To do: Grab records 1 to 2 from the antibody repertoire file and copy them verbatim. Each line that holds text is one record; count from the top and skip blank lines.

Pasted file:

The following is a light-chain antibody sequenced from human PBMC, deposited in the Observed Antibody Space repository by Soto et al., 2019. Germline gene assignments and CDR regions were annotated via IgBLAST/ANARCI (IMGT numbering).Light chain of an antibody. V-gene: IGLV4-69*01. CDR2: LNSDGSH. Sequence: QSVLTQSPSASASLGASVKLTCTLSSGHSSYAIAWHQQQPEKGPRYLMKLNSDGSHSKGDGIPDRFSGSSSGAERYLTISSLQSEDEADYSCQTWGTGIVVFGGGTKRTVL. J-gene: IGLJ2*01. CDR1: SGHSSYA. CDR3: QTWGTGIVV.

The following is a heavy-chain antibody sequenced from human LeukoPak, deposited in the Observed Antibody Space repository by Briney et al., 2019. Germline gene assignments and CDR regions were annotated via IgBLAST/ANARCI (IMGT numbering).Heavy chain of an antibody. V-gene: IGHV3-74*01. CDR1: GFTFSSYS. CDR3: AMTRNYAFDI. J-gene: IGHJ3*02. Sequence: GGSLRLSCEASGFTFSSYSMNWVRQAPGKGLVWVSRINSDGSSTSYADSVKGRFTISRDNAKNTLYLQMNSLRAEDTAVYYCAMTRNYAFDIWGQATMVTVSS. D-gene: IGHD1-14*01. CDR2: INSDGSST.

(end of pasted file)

The following is a light-chain antibody sequenced from human PBMC, deposited in the Observed Antibody Space repository by Soto et al., 2019. Germline gene assignments and CDR regions were annotated via IgBLAST/ANARCI (IMGT numbering).Light chain of an antibody. V-gene: IGLV4-69*01. CDR2: LNSDGSH. Sequence: QSVLTQSPSASASLGASVKLTCTLSSGHSSYAIAWHQQQPEKGPRYLMKLNSDGSHSKGDGIPDRFSGSSSGAERYLTISSLQSEDEADYSCQTWGTGIVVFGGGTKRTVL. J-gene: IGLJ2*01. CDR1: SGHSSYA. CDR3: QTWGTGIVV.

The following is a heavy-chain antibody sequenced from human LeukoPak, deposited in the Observed Antibody Space repository by Briney et al., 2019. Germline gene assignments and CDR regions were annotated via IgBLAST/ANARCI (IMGT numbering).Heavy chain of an antibody. V-gene: IGHV3-74*01. CDR1: GFTFSSYS. CDR3: AMTRNYAFDI. J-gene: IGHJ3*02. Sequence: GGSLRLSCEASGFTFSSYSMNWVRQAPGKGLVWVSRINSDGSSTSYADSVKGRFTISRDNAKNTLYLQMNSLRAEDTAVYYCAMTRNYAFDIWGQATMVTVSS. D-gene: IGHD1-14*01. CDR2: INSDGSST.